Young people under the age of 17 face a nighttime curfew if they go out in Austin. However, the city’s interim police chief Brian Manley is urging the city council to scrap it.
Earlier in the year, Manley supported the curfew. The Statesman reported he told the Public Safety Commission he changed his mind in September. Manley said if the council agreed and there was a rise in crime, he would ask elected officials to reinstate it.
Under Austin’s nighttime curfew, it’s a misdemeanor crime for anyone under the age of 17 to be out in the city in public or in a business between the hours of 11 p.m. and 6 a.m. In June, the City Council terminated the city’s daytime curfew, which required controls between 9 a.m. and 2:30 p.m. on school days.
Under Texas law, any city curfew will expire unless it’s reviewed and readopted every three years. Austin has had a curfew law in place since 1990.
The Public Safety Commission unanimously voted to recommend that the City Council get rid of the curfew following the interim police chief’s comments.
Manley said he changed his mind on the issue after hearing from a working group that the City Council formed to study the issue.
He looked at five cases in which police handed out formal warnings to young people who flouted curfews. Manley said the officer had other legal reasons to talk to the young people in question besides the curfew violation.
Manley said the study looked at the data. It focused on what was really happening on the streets. He said officers would have the ability to interact with young people on the streets at night to ensure their safety.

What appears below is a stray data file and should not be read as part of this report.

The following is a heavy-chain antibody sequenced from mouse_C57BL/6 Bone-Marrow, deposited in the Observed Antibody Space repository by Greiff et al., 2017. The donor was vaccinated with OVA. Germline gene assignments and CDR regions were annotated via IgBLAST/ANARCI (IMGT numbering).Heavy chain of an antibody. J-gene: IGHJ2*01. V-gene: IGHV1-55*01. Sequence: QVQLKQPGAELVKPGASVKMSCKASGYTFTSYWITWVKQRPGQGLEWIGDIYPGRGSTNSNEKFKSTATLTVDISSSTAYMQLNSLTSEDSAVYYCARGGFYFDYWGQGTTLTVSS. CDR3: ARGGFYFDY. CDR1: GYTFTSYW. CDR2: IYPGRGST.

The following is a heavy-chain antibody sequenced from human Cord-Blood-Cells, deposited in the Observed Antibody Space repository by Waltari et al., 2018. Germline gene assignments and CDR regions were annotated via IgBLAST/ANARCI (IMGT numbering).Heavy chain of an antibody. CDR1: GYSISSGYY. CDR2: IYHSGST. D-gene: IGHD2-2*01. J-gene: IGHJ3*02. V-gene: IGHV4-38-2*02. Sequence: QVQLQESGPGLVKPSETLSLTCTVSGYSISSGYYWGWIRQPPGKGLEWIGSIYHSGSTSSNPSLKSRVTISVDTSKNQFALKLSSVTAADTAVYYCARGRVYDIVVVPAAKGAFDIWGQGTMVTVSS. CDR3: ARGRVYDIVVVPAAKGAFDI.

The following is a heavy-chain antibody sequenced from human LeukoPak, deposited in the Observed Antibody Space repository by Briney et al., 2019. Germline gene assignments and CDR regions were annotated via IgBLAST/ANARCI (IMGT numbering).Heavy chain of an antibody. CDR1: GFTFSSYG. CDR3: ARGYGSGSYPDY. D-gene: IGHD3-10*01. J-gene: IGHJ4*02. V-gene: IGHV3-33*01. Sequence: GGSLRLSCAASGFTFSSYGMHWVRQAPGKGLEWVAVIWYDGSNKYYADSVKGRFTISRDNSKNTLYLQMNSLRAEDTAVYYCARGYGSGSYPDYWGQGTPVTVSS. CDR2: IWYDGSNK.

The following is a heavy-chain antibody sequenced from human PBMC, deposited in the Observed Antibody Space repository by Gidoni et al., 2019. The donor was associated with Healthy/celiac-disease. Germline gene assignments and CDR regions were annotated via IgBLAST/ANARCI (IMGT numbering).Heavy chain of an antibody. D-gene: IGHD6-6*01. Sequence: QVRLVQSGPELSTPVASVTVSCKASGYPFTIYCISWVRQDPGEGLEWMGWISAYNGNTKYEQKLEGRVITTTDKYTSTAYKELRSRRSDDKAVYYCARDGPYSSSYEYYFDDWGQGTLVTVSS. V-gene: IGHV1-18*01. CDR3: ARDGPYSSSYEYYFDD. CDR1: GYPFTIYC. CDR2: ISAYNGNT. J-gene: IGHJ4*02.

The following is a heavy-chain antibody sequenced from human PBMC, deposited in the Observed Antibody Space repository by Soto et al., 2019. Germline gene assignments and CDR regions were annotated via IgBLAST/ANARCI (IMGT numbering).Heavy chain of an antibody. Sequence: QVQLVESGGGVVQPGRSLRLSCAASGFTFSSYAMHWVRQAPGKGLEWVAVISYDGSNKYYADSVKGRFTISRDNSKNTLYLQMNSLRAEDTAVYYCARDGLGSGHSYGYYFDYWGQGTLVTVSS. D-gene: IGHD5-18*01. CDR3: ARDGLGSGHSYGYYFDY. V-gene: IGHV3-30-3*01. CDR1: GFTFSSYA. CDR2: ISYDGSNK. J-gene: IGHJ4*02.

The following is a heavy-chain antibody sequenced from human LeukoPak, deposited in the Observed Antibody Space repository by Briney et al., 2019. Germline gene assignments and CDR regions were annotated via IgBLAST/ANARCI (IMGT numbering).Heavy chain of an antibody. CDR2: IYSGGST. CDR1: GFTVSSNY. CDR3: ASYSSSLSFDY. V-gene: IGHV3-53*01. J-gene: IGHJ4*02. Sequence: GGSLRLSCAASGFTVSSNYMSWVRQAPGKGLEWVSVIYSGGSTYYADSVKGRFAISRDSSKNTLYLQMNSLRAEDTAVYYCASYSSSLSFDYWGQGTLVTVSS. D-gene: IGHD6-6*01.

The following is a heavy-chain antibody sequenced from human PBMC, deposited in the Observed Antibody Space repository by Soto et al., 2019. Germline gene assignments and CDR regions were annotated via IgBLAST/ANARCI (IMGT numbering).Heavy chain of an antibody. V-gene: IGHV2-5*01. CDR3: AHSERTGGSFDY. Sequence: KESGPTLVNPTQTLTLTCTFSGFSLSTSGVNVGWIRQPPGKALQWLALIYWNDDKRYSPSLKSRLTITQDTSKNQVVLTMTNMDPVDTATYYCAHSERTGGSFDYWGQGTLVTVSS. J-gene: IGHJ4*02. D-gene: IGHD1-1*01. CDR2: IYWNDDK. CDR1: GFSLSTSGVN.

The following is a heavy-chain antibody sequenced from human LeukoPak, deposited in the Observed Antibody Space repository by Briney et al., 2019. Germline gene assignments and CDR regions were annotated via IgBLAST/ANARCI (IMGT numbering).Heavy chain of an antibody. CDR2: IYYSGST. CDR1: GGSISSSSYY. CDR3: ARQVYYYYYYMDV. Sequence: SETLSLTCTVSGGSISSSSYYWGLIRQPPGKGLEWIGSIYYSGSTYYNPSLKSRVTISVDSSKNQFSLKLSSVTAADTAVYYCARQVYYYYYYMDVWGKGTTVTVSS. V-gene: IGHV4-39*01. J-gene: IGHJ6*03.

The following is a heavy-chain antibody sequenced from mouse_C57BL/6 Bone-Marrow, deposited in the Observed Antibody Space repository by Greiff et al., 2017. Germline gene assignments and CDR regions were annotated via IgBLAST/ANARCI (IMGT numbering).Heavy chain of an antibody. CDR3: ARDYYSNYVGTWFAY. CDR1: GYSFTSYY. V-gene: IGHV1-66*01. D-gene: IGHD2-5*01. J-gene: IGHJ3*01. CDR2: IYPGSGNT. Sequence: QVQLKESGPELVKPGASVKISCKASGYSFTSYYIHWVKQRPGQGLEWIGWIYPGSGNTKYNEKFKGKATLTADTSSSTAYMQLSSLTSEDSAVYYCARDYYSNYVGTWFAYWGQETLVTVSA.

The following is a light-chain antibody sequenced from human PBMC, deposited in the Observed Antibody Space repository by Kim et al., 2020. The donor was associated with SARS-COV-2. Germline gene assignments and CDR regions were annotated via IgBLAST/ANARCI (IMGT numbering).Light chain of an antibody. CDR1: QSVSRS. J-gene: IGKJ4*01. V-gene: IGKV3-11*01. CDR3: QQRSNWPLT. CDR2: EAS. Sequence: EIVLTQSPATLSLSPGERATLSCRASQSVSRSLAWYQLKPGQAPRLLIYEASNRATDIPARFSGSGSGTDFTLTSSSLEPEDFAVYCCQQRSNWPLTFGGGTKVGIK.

Commissioners said abandoning the city’s curfew would not stop an officer from stopping a teen and asking if he or she needed a ride home.
The working group recommended that the city gets rid of its nighttime curfew, said Morgan Craven, a member of the group and an official with Texas Appleseed, which studies the state’s criminal justice system and other social issues.
The group also recommended that the police policy manual address ways to best work with juveniles and that the city’s Municipal Court meet with youth outside the courthouse and consider meetings at libraries and schools.
Other Texas cities including Dallas, Houston, El Paso and Forth Worth have similar nighttime juvenile curfews.
In Austin, the working group comprises police, youth, behavioral experts and social advocates. Manley said the group will continue to meet and look at the impact of a curfew or otherwise on the city’s teens.
Some members of the working group said the criminalization of status offenses can be really harmful for kids. Families cannot afford the fines and the problems become more serious.
The juvenile justice system in Texas can be harsh on young people. A small infraction can set you on a downhill path. If you or one of your kids has been charged with a crime, please contact our Austin criminal defense lawyers at (512) 474-4445.